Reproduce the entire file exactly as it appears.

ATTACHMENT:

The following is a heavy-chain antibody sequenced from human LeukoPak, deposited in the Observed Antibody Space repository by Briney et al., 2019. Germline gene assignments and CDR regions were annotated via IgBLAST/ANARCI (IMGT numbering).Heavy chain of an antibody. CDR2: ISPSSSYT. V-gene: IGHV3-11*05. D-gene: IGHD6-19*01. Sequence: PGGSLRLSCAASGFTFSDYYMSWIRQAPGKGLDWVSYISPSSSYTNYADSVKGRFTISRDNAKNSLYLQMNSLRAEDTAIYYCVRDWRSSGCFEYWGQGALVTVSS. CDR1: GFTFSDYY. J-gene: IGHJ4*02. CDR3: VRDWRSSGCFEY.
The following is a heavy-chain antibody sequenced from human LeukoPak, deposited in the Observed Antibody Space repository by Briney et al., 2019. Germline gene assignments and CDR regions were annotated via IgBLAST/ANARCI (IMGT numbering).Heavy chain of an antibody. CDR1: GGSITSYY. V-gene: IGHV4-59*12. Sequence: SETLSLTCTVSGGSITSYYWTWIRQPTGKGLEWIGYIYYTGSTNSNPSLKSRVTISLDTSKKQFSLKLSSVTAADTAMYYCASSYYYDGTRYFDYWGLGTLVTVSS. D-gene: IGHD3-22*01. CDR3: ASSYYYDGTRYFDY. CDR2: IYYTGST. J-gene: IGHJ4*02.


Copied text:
The following is a heavy-chain antibody sequenced from human LeukoPak, deposited in the Observed Antibody Space repository by Briney et al., 2019. Germline gene assignments and CDR regions were annotated via IgBLAST/ANARCI (IMGT numbering).Heavy chain of an antibody. CDR2: ISPSSSYT. V-gene: IGHV3-11*05. D-gene: IGHD6-19*01. Sequence: PGGSLRLSCAASGFTFSDYYMSWIRQAPGKGLDWVSYISPSSSYTNYADSVKGRFTISRDNAKNSLYLQMNSLRAEDTAIYYCVRDWRSSGCFEYWGQGALVTVSS. CDR1: GFTFSDYY. J-gene: IGHJ4*02. CDR3: VRDWRSSGCFEY.
The following is a heavy-chain antibody sequenced from human LeukoPak, deposited in the Observed Antibody Space repository by Briney et al., 2019. Germline gene assignments and CDR regions were annotated via IgBLAST/ANARCI (IMGT numbering).Heavy chain of an antibody. CDR1: GGSITSYY. V-gene: IGHV4-59*12. Sequence: SETLSLTCTVSGGSITSYYWTWIRQPTGKGLEWIGYIYYTGSTNSNPSLKSRVTISLDTSKKQFSLKLSSVTAADTAMYYCASSYYYDGTRYFDYWGLGTLVTVSS. D-gene: IGHD3-22*01. CDR3: ASSYYYDGTRYFDY. CDR2: IYYTGST. J-gene: IGHJ4*02.